let's hear from jacob rees mogg. >> the conservative party recommended -- referendum set specifically that we would leave the customs union. they did not have any small print saying unless we decide to have a permanent custom union that is harder to leave than leaving the european union under article 50. >> it is important to remember this is a man from her own side, her own conservatives. who is jacob rees mogg? barbara: he's one of the leading figures of the hard-line brexiteers. he early on recognize that this was a cause that he could galvanize, the entire europeans and the tory party with. he as has been a figure on the k benches and never put himself out into the limelight, never said i want to be leader i want
to do anything but always sniping from the back. but his popularity within the tory party has been consistently high, and all of us have said he could be our next leader. then, of course there are others who said heaven help us. let that not happen. he is somebody who is very divisive but he's smart, good strategist and he has now seen the point in time where he can finally pounds and -- pounce and move against theresa may, something that has been months in the making. >> e.u. leaders have been aware of the bitterness of this fight in the u.k. parliament. if may goes, is this deal likely to stand? >> it really depends who comes afterwards. if you talk to the social democrats, for example, in the city there is reborn hope here that there might even be a second referendum, and that that referendum would be in favor of the remainders, so there is no
brexit at all. of course, it will be hard to save somebody like jacob rees mogg becomes the next prime minister, that is probably not going to be the case. so, the overall strategy at the moment is to stay the course, keep calm, carry on. meaning there is a withdrawal agreement and the e.u. is taking all the necessary steps to prepare that e.u.-brexit summit scheduled for the 25th of november, meaning they are getting feedback, the analysis from the different capitals of the member states on the withdrawal agreement. also, at the same time preparing the political agreement that is supposed to hint at what the future relationship between the u.k. and the e.u. will look like. is it going to be free trade or custom union? a lot of work to be done, a lot of questions to be solved until that summit in the next step is in the u.k. thatey can't do anything else bt wait what will happen in london. >> the e.u. has stood foursquare behind their lead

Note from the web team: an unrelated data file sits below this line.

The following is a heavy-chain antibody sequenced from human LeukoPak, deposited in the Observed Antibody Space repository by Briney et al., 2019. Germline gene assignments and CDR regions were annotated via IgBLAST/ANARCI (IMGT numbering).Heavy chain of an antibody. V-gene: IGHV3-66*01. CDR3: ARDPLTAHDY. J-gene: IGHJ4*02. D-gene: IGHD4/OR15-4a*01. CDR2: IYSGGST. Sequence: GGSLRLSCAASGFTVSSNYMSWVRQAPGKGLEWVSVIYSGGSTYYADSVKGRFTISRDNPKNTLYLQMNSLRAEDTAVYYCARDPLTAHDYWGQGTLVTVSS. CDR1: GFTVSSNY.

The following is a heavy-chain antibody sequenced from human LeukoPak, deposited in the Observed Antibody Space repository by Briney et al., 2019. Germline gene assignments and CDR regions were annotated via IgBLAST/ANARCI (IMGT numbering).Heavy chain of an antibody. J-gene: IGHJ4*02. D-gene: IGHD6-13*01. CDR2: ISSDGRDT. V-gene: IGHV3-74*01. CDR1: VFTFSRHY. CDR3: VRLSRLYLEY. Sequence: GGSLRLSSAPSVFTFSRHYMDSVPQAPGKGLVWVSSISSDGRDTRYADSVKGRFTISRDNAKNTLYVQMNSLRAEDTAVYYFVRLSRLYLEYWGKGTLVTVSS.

investigator. when the summit happens, does it mean this document will just get nodded through by heads of government and by the european parliament? >> surprising unity. absolutely right, something that not many would've expected because other troubles of the e.u., you have a lot more problems. but it's the first time maybe we are hearing about some criticism. of that document of 585 pages. we're hearing that the french led some criticism of it. it most likely was about the fact that fishery is not included. that is an industry that is very poor into the french. but will it lead to that document being radically changed or big changes made to it? not very likely. what we are hearing or might be some changes here and there but we expect that unity to hold up also at the e.u.-brexit summit if it really happens depending on what the developments are in london. phil: if this no-confidence move